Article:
Alternatively, it could advance from three and four-way defence pacts (e.g. the trilateralisation of Japan-US and Australia-US relations along the original ANZUS lines). At a recent meeting at the Sasakawa Peace Foundation in Washington DC, Liberal Democratic Party Secretary-General Shigeru Ishiba illuminated the strategic forward-thinking that is currently informing the Abe administration by referring to a ‘network of alliances’ in which ‘allies cooperate with each other’.

Parallels With NATO

Ultimately Abe’s ambitions may extend to an Asia-Pacific equivalent of NATO as a formal collective defence organisation with more military teeth. Its primary strategic purpose would be to balance and deter China, in the same way that NATO itself was considered necessary to balance and deter the Soviet Union (another major power with ambitions for territorial aggrandisement on its borders). From Japan’s perspective, such a collective defence organisation would be designed to protect smaller powers, including Japan, which do not possess the military capability to defend themselves single-handedly against a full-scale Chinese military attack.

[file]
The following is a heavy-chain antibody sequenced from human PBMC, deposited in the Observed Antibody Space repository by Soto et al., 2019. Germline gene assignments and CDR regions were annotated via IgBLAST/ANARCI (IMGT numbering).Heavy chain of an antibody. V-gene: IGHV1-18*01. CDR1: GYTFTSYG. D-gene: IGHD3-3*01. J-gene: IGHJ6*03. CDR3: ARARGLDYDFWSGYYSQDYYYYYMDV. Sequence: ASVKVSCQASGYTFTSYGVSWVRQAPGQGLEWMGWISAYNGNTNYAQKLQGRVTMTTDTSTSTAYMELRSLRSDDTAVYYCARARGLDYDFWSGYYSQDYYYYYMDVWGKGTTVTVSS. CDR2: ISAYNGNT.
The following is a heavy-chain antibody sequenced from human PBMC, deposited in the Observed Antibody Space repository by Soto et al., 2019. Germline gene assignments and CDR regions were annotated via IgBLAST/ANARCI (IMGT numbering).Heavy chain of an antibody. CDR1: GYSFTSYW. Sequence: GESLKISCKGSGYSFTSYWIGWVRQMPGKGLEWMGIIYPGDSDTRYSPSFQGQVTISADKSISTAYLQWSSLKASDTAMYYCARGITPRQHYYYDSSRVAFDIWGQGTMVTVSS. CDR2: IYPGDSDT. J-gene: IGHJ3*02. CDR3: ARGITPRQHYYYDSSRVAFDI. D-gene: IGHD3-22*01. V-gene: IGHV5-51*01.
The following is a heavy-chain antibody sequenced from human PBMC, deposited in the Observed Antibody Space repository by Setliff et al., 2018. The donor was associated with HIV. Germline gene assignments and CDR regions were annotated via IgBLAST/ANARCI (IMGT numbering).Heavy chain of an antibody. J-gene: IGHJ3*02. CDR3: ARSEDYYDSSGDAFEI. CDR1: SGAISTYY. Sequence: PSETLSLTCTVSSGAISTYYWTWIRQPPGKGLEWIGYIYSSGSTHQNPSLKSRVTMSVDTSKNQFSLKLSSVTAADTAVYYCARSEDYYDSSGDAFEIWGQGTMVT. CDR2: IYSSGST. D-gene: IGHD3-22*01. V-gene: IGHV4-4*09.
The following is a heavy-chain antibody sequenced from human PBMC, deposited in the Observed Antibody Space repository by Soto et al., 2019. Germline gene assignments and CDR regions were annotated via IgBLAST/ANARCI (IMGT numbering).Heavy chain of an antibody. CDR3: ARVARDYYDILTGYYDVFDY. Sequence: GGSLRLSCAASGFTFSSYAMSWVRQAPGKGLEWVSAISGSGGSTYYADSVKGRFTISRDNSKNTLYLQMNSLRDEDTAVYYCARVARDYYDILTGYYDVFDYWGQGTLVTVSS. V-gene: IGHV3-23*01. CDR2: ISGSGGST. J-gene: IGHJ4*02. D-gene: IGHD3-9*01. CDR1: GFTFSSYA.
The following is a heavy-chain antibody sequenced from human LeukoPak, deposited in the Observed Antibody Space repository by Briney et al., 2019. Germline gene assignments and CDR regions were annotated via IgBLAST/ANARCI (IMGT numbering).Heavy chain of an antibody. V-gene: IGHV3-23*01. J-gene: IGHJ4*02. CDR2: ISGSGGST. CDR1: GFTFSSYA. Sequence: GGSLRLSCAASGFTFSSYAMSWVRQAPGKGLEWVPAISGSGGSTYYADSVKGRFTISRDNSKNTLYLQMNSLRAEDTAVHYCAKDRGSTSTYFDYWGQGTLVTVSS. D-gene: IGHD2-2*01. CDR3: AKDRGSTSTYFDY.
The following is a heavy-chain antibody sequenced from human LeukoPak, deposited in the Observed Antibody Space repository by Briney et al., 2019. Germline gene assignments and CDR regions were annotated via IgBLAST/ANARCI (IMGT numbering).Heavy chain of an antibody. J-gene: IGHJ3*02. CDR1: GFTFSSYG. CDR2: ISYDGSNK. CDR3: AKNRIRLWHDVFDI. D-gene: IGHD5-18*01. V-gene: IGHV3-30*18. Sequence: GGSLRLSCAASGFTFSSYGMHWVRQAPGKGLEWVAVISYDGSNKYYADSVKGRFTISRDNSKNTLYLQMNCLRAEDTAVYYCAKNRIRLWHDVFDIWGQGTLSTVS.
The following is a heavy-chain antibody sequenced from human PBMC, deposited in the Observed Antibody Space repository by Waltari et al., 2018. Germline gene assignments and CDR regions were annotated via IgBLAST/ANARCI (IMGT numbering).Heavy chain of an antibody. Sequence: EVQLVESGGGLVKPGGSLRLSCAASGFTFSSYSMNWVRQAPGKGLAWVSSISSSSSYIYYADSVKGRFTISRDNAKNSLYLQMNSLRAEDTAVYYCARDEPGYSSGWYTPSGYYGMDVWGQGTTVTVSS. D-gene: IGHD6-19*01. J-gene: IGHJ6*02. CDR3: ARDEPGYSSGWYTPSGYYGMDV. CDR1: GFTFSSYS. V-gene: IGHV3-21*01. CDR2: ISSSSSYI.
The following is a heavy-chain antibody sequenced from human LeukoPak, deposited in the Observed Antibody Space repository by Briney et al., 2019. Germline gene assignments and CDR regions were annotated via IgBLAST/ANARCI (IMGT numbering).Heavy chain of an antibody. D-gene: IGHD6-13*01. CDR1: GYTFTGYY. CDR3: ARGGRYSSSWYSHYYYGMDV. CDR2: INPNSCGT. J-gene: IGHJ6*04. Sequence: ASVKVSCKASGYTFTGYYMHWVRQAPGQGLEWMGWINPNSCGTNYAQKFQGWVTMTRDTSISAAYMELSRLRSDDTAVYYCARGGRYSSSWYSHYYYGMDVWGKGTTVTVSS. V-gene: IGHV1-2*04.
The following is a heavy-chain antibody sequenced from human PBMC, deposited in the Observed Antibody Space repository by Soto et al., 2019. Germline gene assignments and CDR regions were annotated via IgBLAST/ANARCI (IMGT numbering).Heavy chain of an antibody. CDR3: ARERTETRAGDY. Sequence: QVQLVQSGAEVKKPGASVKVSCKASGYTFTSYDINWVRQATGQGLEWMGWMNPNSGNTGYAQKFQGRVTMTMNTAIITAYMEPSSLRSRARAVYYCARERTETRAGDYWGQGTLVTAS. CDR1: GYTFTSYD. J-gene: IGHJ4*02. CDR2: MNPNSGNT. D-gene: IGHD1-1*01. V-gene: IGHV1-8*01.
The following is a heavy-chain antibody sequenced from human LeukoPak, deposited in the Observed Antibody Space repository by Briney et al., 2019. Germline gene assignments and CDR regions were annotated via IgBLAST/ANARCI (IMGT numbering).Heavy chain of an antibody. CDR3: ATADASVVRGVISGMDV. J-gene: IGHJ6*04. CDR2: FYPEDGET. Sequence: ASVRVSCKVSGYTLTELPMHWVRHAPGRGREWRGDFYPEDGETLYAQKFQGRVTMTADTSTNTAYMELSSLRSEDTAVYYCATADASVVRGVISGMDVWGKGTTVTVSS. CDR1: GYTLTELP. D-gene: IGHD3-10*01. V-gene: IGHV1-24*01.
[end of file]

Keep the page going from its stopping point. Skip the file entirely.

It makes sense for those Asia-Pacific states with limited potential for internal balancing through developing national military power, including a nuclear deterrent, instead to opt primarily for external balancing, that is, allying with other powers. The Asia-Pacific ‘NATO’ would be able to do collectively what each country could not do alone. In short, an attack on one would be met with a collective response. Such a full-scale military coalition would also furnish additional insurance against a decline in US capacity and will continue to underwrite the security of Japan and of the region.

A More Proactive Security Role for Japan